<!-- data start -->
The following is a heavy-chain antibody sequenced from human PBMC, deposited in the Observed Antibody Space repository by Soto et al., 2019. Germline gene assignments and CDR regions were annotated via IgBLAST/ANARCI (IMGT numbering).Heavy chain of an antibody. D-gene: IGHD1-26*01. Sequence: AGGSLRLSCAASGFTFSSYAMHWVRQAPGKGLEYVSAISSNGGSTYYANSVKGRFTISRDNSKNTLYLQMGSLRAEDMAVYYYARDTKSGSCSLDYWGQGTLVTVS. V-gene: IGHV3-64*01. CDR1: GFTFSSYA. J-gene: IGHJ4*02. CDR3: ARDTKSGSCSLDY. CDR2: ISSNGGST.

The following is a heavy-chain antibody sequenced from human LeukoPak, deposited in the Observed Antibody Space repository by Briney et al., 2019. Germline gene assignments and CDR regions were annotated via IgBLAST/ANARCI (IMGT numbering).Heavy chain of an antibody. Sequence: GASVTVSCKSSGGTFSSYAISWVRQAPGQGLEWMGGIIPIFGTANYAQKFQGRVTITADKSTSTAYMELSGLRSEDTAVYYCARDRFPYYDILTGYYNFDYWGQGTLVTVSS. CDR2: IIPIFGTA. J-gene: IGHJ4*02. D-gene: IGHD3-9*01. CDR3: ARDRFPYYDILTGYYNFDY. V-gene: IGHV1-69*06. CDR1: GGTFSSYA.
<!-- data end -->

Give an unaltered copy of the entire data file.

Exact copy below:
The following is a heavy-chain antibody sequenced from human PBMC, deposited in the Observed Antibody Space repository by Soto et al., 2019. Germline gene assignments and CDR regions were annotated via IgBLAST/ANARCI (IMGT numbering).Heavy chain of an antibody. D-gene: IGHD1-26*01. Sequence: AGGSLRLSCAASGFTFSSYAMHWVRQAPGKGLEYVSAISSNGGSTYYANSVKGRFTISRDNSKNTLYLQMGSLRAEDMAVYYYARDTKSGSCSLDYWGQGTLVTVS. V-gene: IGHV3-64*01. CDR1: GFTFSSYA. J-gene: IGHJ4*02. CDR3: ARDTKSGSCSLDY. CDR2: ISSNGGST.

The following is a heavy-chain antibody sequenced from human LeukoPak, deposited in the Observed Antibody Space repository by Briney et al., 2019. Germline gene assignments and CDR regions were annotated via IgBLAST/ANARCI (IMGT numbering).Heavy chain of an antibody. Sequence: GASVTVSCKSSGGTFSSYAISWVRQAPGQGLEWMGGIIPIFGTANYAQKFQGRVTITADKSTSTAYMELSGLRSEDTAVYYCARDRFPYYDILTGYYNFDYWGQGTLVTVSS. CDR2: IIPIFGTA. J-gene: IGHJ4*02. D-gene: IGHD3-9*01. CDR3: ARDRFPYYDILTGYYNFDY. V-gene: IGHV1-69*06. CDR1: GGTFSSYA.